Another thing many of us need to hear: Stop trying to save the world! We are not responsible for that. If you need both living Popes to tell you that straight out so you'll believe it, then here you go, starting with Pope Francis' Lenten Message for 2015 (emphases mine, in light of the theme of surrender):
"The suffering of others is a call to conversion, since their need reminds me of the uncertainty of my own life and my dependence on God and my brothers and sisters. If we humbly implore God’s grace and accept our own limitations, we will trust in the infinite possibilities which God’s love holds out to us. We will also be able to resist the diabolical temptation of thinking that by our own efforts we can save the world and ourselves."
And from Pope Benedict XVI (again, emphases mine):
“There are times when the burden of need and our own limitations might tempt us to become discouraged. But precisely then we are helped by the knowledge that, in the end, we are only instruments in the Lord's hands; and this knowledge frees us from the presumption of thinking that we alone are personally responsible for building a better world. In all humility we will do what we can, and in all humility we will entrust the rest to the Lord. It is God who governs the world, not we. We offer him our service only to the extent that we can, and for as long as he grants us the strength. To do all we can with what strength we have, however, is the task which keeps the good servant of Jesus Christ always at work: 'The love of Christ urges us on' (2 Cor 5:14).”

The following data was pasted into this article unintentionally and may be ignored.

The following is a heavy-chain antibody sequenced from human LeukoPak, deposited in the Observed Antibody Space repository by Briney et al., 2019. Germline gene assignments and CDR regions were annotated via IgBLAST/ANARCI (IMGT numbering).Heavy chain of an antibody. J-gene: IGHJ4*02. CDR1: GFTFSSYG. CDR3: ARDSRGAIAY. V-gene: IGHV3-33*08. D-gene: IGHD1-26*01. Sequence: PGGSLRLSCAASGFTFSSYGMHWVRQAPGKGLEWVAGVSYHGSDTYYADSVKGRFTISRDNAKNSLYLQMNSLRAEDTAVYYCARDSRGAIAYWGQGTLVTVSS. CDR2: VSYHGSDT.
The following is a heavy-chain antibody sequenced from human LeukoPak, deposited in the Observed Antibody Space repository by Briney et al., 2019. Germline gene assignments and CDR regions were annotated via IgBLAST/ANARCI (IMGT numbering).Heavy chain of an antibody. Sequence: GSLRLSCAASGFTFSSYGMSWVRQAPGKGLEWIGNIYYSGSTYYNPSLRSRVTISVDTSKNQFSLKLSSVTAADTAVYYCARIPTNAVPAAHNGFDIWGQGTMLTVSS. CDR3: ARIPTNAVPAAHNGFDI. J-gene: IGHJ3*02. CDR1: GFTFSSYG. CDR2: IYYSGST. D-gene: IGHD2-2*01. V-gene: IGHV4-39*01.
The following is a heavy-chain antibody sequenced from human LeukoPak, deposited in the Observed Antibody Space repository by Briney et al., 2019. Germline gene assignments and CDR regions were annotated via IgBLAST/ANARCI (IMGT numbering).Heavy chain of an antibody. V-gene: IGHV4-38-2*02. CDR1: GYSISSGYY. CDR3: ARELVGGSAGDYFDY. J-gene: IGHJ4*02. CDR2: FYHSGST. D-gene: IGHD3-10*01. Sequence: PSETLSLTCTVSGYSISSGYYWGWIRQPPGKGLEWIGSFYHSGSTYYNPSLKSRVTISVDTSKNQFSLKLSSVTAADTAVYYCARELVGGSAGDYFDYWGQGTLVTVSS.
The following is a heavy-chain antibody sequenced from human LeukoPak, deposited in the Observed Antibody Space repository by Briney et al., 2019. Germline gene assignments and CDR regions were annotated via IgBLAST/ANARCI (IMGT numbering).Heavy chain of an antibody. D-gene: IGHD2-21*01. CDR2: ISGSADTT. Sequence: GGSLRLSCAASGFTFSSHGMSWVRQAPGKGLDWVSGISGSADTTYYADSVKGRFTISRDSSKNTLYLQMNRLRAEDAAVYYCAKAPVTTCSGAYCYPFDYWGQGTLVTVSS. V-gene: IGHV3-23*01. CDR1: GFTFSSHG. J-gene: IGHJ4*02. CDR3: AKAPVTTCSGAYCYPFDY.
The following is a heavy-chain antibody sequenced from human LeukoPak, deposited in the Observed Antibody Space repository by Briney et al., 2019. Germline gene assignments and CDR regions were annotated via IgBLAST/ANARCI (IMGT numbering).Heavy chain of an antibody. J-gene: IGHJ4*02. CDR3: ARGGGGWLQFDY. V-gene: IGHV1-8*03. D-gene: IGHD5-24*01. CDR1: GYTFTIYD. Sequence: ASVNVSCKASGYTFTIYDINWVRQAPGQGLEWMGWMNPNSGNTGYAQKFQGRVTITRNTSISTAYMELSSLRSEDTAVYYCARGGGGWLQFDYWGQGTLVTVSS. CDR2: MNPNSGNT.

You got that? You are not in control, and you cannot save the world or even yourself for that matter. So, take that weight off your shoulders and feel peace.
To wrap up today's ramblings:
Stop dwelling on the past (right now!).
Stop worrying about the future (right now!).
Stop trying to control everything (because you can't!).
Stop searching for God's mysterious will somewhere "out there" (because His will for you can be found right where you are!).
Start trusting God in everything. He's got you!
Start abandoning yourself totally to His will.
Start realizing that every person and every circumstance in your life is there for a good reason.
Start seeing God in this moment, right now, because this moment is where He meets you.
Start to feel the peace that Christ gives, the peace that surpasses all understanding. It's real!
Abandon yourself to the God who loves you. Cede control. Surrender.
He can be trusted.
|Jesus saves Peter|